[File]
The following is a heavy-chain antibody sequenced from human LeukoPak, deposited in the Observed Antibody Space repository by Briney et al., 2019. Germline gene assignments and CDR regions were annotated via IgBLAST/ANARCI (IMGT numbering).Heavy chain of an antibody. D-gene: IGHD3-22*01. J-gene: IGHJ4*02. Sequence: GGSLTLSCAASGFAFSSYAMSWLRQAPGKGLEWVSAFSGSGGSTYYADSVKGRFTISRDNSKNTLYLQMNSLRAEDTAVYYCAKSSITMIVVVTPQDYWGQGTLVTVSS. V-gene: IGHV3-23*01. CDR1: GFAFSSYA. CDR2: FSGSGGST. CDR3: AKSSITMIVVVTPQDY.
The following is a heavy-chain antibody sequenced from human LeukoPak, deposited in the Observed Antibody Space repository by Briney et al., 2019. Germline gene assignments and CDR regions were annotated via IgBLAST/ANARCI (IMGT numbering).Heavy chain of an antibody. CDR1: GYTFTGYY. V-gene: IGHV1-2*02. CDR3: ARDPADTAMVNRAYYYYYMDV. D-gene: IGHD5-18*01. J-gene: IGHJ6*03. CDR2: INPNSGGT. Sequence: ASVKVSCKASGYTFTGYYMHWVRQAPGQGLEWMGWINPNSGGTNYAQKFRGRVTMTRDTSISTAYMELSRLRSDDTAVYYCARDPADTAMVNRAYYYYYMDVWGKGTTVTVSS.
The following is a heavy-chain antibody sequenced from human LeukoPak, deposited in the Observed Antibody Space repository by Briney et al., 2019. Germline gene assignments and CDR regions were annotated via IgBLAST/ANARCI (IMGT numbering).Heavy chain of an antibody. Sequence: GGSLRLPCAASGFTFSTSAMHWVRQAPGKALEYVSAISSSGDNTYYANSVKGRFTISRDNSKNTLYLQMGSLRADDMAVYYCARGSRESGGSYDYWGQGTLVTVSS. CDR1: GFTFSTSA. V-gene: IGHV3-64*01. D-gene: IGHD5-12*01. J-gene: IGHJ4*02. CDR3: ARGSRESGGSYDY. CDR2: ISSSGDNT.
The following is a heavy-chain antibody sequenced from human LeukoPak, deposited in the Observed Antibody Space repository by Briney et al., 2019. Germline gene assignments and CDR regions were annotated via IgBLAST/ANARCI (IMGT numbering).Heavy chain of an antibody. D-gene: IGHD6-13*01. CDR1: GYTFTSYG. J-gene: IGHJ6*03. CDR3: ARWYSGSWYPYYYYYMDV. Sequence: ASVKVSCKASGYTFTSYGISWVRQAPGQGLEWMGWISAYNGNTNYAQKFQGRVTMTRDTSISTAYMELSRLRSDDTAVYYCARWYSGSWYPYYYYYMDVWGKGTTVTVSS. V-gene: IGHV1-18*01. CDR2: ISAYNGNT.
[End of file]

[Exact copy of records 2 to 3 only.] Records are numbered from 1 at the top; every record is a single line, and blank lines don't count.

The following is a heavy-chain antibody sequenced from human LeukoPak, deposited in the Observed Antibody Space repository by Briney et al., 2019. Germline gene assignments and CDR regions were annotated via IgBLAST/ANARCI (IMGT numbering).Heavy chain of an antibody. CDR1: GYTFTGYY. V-gene: IGHV1-2*02. CDR3: ARDPADTAMVNRAYYYYYMDV. D-gene: IGHD5-18*01. J-gene: IGHJ6*03. CDR2: INPNSGGT. Sequence: ASVKVSCKASGYTFTGYYMHWVRQAPGQGLEWMGWINPNSGGTNYAQKFRGRVTMTRDTSISTAYMELSRLRSDDTAVYYCARDPADTAMVNRAYYYYYMDVWGKGTTVTVSS.
The following is a heavy-chain antibody sequenced from human LeukoPak, deposited in the Observed Antibody Space repository by Briney et al., 2019. Germline gene assignments and CDR regions were annotated via IgBLAST/ANARCI (IMGT numbering).Heavy chain of an antibody. Sequence: GGSLRLPCAASGFTFSTSAMHWVRQAPGKALEYVSAISSSGDNTYYANSVKGRFTISRDNSKNTLYLQMGSLRADDMAVYYCARGSRESGGSYDYWGQGTLVTVSS. CDR1: GFTFSTSA. V-gene: IGHV3-64*01. D-gene: IGHD5-12*01. J-gene: IGHJ4*02. CDR3: ARGSRESGGSYDY. CDR2: ISSSGDNT.